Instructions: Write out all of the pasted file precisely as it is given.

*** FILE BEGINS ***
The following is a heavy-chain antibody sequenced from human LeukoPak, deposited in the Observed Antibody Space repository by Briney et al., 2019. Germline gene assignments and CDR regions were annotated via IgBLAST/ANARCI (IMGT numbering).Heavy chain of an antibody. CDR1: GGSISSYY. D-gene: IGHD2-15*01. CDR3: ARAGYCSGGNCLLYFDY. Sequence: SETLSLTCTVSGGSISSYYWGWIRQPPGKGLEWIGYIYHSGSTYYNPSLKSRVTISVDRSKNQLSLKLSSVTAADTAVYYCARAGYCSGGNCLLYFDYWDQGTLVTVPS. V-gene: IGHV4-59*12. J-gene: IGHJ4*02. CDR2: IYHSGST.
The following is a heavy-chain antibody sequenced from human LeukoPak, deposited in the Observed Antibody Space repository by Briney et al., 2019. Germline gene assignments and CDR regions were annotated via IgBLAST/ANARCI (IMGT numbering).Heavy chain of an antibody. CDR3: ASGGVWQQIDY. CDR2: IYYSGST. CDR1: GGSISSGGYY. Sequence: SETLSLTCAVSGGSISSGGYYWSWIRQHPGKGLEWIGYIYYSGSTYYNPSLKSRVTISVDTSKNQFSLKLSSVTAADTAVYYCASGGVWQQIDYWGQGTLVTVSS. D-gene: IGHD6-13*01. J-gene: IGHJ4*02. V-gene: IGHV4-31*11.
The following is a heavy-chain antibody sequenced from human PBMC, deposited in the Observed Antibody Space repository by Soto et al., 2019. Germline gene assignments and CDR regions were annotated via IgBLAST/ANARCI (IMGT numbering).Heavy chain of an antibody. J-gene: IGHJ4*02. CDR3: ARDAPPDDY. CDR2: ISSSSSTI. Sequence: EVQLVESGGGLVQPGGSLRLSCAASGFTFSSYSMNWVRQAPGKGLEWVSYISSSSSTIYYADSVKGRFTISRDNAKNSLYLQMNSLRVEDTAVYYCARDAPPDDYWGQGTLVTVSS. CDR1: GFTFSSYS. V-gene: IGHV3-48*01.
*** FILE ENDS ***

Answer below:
The following is a heavy-chain antibody sequenced from human LeukoPak, deposited in the Observed Antibody Space repository by Briney et al., 2019. Germline gene assignments and CDR regions were annotated via IgBLAST/ANARCI (IMGT numbering).Heavy chain of an antibody. CDR1: GGSISSYY. D-gene: IGHD2-15*01. CDR3: ARAGYCSGGNCLLYFDY. Sequence: SETLSLTCTVSGGSISSYYWGWIRQPPGKGLEWIGYIYHSGSTYYNPSLKSRVTISVDRSKNQLSLKLSSVTAADTAVYYCARAGYCSGGNCLLYFDYWDQGTLVTVPS. V-gene: IGHV4-59*12. J-gene: IGHJ4*02. CDR2: IYHSGST.
The following is a heavy-chain antibody sequenced from human LeukoPak, deposited in the Observed Antibody Space repository by Briney et al., 2019. Germline gene assignments and CDR regions were annotated via IgBLAST/ANARCI (IMGT numbering).Heavy chain of an antibody. CDR3: ASGGVWQQIDY. CDR2: IYYSGST. CDR1: GGSISSGGYY. Sequence: SETLSLTCAVSGGSISSGGYYWSWIRQHPGKGLEWIGYIYYSGSTYYNPSLKSRVTISVDTSKNQFSLKLSSVTAADTAVYYCASGGVWQQIDYWGQGTLVTVSS. D-gene: IGHD6-13*01. J-gene: IGHJ4*02. V-gene: IGHV4-31*11.
The following is a heavy-chain antibody sequenced from human PBMC, deposited in the Observed Antibody Space repository by Soto et al., 2019. Germline gene assignments and CDR regions were annotated via IgBLAST/ANARCI (IMGT numbering).Heavy chain of an antibody. J-gene: IGHJ4*02. CDR3: ARDAPPDDY. CDR2: ISSSSSTI. Sequence: EVQLVESGGGLVQPGGSLRLSCAASGFTFSSYSMNWVRQAPGKGLEWVSYISSSSSTIYYADSVKGRFTISRDNAKNSLYLQMNSLRVEDTAVYYCARDAPPDDYWGQGTLVTVSS. CDR1: GFTFSSYS. V-gene: IGHV3-48*01.